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Spring break is normally a time for action-packed getaways for families and college students. The pandemic, of course, has changed how most travelers view the idea of vacationing — and travel advisors, destinations and suppliers are adjusting to the new normal.
Relative to last year, spring break 2021 is generating more sales, according to Nick Hammond, vice president of group travel at Exquisite Travel Group, a member of Ensemble Travel Group in Roseville, Calif. “I would say [it’s] slightly better than last year as there was no travel at all for spring break 2020,” he said. “We are seeing some uptick in bookings with families who just need to get away.”
“Most of the bookings are coming from families with high school and college-age children,” Hammond added. “I have some groups with younger children planning on traveling, but a lot of them had to reconsider [because of] the Centers for Disease Control and Prevention rules that require a negative test to return to the U.S.”
Aanchal Gandhi, vice president of Ovation Travel Group in Los Angeles, said that families with young children, young couples and high school graduates are among those booking spring break vacations, although in limited numbers.
We are starting to receive inquiries and bookings for small getaways from vaccinated clients.
“Spring break 2021 is shaping up to be similar to that of 2020, as many families are holding off booking due to the constant changes in travel restrictions,” she said. “We are starting to receive inquiries and bookings for small getaways from vaccinated clients.”
The demographics of spring break travel may be shifting. The New York Times, for example, predicted that senior citizens may be the most likely to travel for spring break, citing a recent survey by Harvest Hosts, an R.V. membership platform, that found seniors’ priority access to vaccines is making that group more confident about traveling — and more likely to book than some other groups.
The fact that several colleges and universities have shortened or cancelled spring break, meanwhile, may result in fewer young adults going away this season.
Top Spring Break Destinations for 2021The complications and limitations of international travel have certainly affected traveler choices this year.
“A lot of our clients have pivoted to trips in Florida and other domestic warmer climates,” Hammond said. “Mexico is still getting some attention but has been hurt by the new rules.”
Nevertheless, Mexico is still figuring heavily in some travel plans. A recent report from Expedia, for example, showed that the Riviera Maya, Playa del Carmen, Tulum, Cancun and Isla Mujeres were the most-searched-for destinations for spring travel.
RELATED: How to Get a COVID-19 Test in Mexico“With COVID-19 fatigue, clients are also seeking destinations that have adapted to the pandemic protocols,” Gandhi said. “For example, hotels in Mexico are now offering in-room COVID-19 testing that is priced into the room rate. This is convenient for clients who are required to obtain one prior to commencing their travels. Additionally, clients are looking for destinations in which local businesses have managed to adapt to pandemic protocols. Thus, clients feel more relaxed in engaging in day-to-day activities while on vacation.”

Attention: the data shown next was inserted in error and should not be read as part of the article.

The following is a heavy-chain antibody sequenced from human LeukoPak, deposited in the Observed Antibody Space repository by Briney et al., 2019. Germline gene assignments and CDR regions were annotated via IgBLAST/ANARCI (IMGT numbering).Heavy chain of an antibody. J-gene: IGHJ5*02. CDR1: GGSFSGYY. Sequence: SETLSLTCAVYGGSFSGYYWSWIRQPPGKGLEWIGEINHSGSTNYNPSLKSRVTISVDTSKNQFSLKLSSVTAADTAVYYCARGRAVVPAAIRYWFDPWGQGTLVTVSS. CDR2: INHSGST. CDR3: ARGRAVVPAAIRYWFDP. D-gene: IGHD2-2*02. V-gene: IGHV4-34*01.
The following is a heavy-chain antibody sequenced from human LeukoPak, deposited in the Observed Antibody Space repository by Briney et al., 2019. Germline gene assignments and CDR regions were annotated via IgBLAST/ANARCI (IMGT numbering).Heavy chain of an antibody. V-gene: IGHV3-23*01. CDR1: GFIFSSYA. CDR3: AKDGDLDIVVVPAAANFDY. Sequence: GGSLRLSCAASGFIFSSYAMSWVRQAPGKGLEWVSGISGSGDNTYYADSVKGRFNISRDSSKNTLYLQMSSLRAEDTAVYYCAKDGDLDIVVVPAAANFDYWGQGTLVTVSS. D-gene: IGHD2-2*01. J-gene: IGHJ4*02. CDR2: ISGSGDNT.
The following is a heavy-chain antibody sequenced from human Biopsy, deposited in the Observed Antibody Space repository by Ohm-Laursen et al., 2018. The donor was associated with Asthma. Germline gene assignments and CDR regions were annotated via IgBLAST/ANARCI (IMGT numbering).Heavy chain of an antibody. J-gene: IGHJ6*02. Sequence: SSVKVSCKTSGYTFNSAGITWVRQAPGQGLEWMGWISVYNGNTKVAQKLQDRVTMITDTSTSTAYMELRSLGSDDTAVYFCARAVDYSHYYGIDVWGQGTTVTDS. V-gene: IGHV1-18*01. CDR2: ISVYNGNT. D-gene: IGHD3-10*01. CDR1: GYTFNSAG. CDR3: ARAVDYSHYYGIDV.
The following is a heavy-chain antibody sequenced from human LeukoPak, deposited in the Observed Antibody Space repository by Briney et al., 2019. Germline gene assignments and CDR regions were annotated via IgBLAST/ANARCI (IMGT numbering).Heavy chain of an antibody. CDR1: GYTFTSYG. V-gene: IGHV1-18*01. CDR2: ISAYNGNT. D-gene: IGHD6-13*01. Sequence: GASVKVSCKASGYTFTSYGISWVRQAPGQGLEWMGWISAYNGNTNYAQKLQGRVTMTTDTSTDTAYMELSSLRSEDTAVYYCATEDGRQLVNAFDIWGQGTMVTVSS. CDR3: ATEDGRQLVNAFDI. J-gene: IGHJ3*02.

To that end, several destinations that are traditionally popular with college-age spring break travelers have instituted practices to increase safety and limit the possibility of “super spreader” events. In Texas, South Padre Island has suspended special event beach permits, while in Miami Beach, Mayor Dan Gelber has proposed a 2 a.m. curfew for alcohol sales (rather than the usual 5 a.m.).
Other destinations, meanwhile, are aiming to lure families. The new Radisson Blu Resort & Residence Punta Cana, in the Dominican Republic, is touting its family-friendly amenities as well as pandemic safety protocols and the free health insurance that the country’s government is providing to international travelers through March 31. In addition, the Dominican Republic now offers free COVID-19 antigen testing for all international visitors staying at hotels.
What Spring Breakers WantMost travelers crave a different kind of escape when they think about spring break this year, according to Hammond.
“Guests are looking for more relaxation after a tough 2020,” he explained. “They are very interested in how resorts are implementing COVID-19 protocols and how they will be protected.”
Those who do decide to travel for spring break will find a very different experience, compared to the pre-pandemic days. Face masks, social distancing and capacity limitations will likely play a part in any getaway, regardless of the destination. Newfound travel flexibility, the result of remote working and studying, may actually help to space out travelers and prevent crowds.
Selling spring break this year requires a different approach, says Hammond.
“This year, I have been more of an educator than in years past,” he said. “With the decision to travel during a pandemic being a very personal one, my No. 1 job has been to educate clients so they can make their own informed decision about traveling — and if guests do choose to travel internationally, I recommend they stick to a brand that is making testing and possible quarantining as easy as possible for them.”